The European Union will begin the process of formally punishing Poland’s Law and Justice (PiS) administration for its wide-ranging reforms to judicial appointments and oversight today, with a motion tabled to sanction the Polish government using Article 7.
The plans, which PiS argues would “democratise” the process of judicial appointments, are widely seen as eroding judicial independence.
The difficult truth for the EU is that its power to effectively punish the Polish government is limited, as Hungary’s Viktor Orbán has vowed to block any attempt to strip Warsaw of its voting rights. It may just hand Jarosław Kaczyński, the party’s leader, and Mateusz Morawiecki, the current Prime Minister, a political victory domestically.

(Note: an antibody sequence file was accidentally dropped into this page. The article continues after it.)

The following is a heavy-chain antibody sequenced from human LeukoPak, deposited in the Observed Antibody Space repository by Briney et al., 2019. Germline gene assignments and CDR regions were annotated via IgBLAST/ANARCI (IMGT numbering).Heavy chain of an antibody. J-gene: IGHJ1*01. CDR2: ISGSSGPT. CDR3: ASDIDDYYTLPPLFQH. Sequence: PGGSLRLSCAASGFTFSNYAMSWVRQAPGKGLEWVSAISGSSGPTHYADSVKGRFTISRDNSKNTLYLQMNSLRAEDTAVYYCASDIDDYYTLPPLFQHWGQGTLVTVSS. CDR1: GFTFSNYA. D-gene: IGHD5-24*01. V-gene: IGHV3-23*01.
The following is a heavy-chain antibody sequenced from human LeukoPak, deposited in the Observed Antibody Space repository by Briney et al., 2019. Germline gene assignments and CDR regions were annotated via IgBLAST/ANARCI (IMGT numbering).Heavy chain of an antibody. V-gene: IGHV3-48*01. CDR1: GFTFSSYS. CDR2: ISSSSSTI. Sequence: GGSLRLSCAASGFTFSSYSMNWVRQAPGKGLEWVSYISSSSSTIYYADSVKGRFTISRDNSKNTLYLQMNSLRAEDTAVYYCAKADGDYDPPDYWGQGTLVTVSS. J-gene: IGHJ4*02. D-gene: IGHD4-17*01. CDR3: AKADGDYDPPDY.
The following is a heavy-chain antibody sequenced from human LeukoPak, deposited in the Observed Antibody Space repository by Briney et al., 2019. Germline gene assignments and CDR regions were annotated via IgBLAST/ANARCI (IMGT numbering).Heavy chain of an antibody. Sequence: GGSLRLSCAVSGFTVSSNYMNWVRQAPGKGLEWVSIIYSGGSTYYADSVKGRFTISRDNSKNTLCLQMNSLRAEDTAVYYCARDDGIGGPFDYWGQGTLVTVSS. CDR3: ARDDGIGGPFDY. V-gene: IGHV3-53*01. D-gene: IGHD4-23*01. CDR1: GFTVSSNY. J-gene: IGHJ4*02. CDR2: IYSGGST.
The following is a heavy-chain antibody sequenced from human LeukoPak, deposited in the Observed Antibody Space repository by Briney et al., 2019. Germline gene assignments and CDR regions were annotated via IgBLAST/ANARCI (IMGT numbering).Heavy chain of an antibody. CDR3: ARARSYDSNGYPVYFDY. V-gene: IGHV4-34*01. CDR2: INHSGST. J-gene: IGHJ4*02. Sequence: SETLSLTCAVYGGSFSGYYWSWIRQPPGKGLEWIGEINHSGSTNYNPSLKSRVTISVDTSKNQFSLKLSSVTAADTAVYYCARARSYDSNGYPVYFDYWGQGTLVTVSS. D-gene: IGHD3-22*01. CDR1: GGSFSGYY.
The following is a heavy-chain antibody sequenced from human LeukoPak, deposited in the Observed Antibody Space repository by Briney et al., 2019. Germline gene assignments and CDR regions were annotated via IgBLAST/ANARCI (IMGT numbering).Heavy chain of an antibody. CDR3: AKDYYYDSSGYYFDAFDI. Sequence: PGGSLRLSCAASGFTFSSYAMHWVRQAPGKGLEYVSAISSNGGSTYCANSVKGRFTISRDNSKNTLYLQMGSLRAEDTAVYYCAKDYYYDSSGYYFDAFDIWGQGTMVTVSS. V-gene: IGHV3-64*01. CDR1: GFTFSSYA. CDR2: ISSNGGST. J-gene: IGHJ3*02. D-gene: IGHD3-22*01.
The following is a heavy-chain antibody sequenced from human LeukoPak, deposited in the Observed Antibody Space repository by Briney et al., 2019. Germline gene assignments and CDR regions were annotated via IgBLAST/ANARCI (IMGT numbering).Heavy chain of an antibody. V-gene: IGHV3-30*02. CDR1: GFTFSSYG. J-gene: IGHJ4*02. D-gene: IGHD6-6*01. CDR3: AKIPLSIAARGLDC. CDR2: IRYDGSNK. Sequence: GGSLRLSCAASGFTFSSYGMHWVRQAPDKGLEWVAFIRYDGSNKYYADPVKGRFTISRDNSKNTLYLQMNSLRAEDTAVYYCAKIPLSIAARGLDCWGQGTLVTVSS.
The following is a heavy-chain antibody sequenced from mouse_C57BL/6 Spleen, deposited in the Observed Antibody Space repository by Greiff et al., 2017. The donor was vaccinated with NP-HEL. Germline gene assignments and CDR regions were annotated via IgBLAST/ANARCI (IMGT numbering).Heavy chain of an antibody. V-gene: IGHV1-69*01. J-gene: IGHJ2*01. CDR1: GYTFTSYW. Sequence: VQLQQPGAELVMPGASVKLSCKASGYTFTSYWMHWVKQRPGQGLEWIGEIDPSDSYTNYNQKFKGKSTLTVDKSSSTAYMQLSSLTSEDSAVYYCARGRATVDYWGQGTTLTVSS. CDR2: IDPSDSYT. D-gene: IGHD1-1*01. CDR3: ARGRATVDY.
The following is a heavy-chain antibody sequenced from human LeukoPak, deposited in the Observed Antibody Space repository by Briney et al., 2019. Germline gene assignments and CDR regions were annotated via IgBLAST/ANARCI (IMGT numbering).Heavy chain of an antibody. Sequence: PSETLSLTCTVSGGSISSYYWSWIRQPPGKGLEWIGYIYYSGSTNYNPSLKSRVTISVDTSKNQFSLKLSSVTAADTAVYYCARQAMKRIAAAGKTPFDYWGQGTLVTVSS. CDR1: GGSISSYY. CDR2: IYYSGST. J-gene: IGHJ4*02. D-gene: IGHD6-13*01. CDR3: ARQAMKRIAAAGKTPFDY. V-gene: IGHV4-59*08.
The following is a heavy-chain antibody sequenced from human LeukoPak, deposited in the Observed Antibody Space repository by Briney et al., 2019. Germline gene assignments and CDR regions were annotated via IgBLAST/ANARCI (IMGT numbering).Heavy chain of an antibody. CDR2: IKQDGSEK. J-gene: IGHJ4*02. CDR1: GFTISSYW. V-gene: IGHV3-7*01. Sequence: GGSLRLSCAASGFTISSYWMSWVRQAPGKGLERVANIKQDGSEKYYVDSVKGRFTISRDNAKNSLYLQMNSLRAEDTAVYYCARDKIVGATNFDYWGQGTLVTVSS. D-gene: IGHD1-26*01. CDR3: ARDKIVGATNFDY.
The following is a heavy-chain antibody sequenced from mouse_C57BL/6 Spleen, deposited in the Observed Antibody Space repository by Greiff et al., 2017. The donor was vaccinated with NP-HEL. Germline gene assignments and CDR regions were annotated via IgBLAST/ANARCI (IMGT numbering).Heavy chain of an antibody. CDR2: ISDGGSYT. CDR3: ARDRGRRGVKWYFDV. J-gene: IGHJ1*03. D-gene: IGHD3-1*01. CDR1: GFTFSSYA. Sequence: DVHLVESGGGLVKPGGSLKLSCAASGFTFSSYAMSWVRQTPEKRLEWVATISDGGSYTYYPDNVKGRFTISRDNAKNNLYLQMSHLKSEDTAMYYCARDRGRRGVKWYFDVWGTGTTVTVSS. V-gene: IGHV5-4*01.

It places Theresa May in a difficult position, too. Since Brexit, her policy has been to hug the PiS government close and to turn a blind eye to its increasing authoritarianism. Now she is under pressure to say something about the row when she visits Warsaw on Thursday. It speaks to the big and undiscussed dilemma for the United Kingdom after Brexit: is the UK to be the authoritarian’s friend, rocking up everywhere and anywhere there is an advantage to be extracted as far as that trade deal or that economic relationship, or is it going to at least try to chart a more ethical course? So far, the answer under May seems to be in one direction.